The Mary Parker Follett Network

Unity, not uniformity, must be our aim. - MPF

Connecting MPF's work with social complexity theory

Hi all,

David Holzmer and I have a special issue of a journal coming out this year looking at the intersection of leadership and complexity theories.  There is a place for a 'classic' article reprint and I would like to start a discussion about which of MPF's writings we might feature. 

We would very much like to make some connections between MPF's work and Paul Cilliers' argument that only modest claims for ostensibly unknowable conditions exist, and that we need to be careful about the reach of our knowledge claims as well as the constraints that make any such claims possible (2002 p. 256). Both MPF and Cilliers were quietly, yet defiantly, critiquing a seeming addiction to certainty that underpins rational modes of thinking.

Your suggestions are most welcome, and I hope these ideas will spark some interesting discusssion.

 

 

Reference

Cilliers, P. 2002. Why we cannot know complex things completely. Emergence, 4(1/2): pp. 77-84.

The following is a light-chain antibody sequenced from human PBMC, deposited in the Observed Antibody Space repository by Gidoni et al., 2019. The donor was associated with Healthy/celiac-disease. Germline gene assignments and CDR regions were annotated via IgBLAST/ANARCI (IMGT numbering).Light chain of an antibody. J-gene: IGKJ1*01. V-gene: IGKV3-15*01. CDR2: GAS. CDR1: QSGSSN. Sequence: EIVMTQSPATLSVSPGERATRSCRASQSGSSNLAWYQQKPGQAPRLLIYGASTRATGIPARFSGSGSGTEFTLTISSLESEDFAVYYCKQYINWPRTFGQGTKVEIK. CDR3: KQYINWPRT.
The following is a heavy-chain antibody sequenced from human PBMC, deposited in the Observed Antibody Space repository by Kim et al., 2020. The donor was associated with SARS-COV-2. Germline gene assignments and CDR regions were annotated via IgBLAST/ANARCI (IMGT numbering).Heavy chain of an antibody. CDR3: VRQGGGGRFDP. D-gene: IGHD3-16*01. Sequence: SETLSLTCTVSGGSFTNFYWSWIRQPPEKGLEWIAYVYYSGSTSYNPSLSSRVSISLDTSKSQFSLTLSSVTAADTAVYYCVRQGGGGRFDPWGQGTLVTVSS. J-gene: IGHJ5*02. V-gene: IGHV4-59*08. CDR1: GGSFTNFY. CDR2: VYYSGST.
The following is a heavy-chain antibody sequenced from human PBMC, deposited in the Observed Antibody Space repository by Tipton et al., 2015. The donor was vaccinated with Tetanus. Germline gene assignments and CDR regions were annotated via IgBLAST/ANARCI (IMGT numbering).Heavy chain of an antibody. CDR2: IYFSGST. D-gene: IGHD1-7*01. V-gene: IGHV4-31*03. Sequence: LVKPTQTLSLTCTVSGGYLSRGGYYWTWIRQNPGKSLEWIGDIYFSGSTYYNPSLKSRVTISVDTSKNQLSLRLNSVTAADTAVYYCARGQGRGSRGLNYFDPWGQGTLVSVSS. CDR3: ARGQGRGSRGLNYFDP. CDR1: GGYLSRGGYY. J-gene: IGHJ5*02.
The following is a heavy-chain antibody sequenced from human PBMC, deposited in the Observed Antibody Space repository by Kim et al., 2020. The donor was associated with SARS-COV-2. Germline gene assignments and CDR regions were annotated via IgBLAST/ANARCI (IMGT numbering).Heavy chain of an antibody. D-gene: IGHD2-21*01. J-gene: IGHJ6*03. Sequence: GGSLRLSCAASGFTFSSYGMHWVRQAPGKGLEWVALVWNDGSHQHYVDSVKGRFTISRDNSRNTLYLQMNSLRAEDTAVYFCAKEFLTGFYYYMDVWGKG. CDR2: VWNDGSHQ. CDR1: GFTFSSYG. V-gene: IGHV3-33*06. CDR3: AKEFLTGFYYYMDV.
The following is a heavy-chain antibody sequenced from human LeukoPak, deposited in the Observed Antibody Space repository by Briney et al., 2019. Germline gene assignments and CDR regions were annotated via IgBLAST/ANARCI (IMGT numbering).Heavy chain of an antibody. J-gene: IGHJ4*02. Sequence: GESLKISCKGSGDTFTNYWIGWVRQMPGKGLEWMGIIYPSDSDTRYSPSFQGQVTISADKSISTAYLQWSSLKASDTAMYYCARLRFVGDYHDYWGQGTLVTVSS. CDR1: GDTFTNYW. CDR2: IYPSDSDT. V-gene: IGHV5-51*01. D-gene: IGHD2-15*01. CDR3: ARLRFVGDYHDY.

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Hi Heather,

I'm in San Francisco, away from my Follett books, but here's the first thought that comes to my mind. I think it is in the first or second chapter of Creative Experience where Follett "deconstructs" facts, and puts "experts" in their place, so to speak. I found this chapter so compelling, I wrote an article about it, which I believe is in our menu of papers and publications: Follett on Facts. One concept that comes to mind is: "a fact out of relation is not a fact at all." So, all facts have to be analyzed in their context. She ends her article with some practical advice, e.g., in situations where people disagree, and they want to uncover the "facts," it is best that they do joint fact-finding, or at least agree upon which "experts" they would both respect. And, while experts can be helpful, even the experts disagree.
Then, even when people agree on the "facts," it does not mean that they agree about what to do about the facts.
Good luck! Albie

Thanks Albie, we'll take a look at your 'Follett on Facts' paper.

Heather

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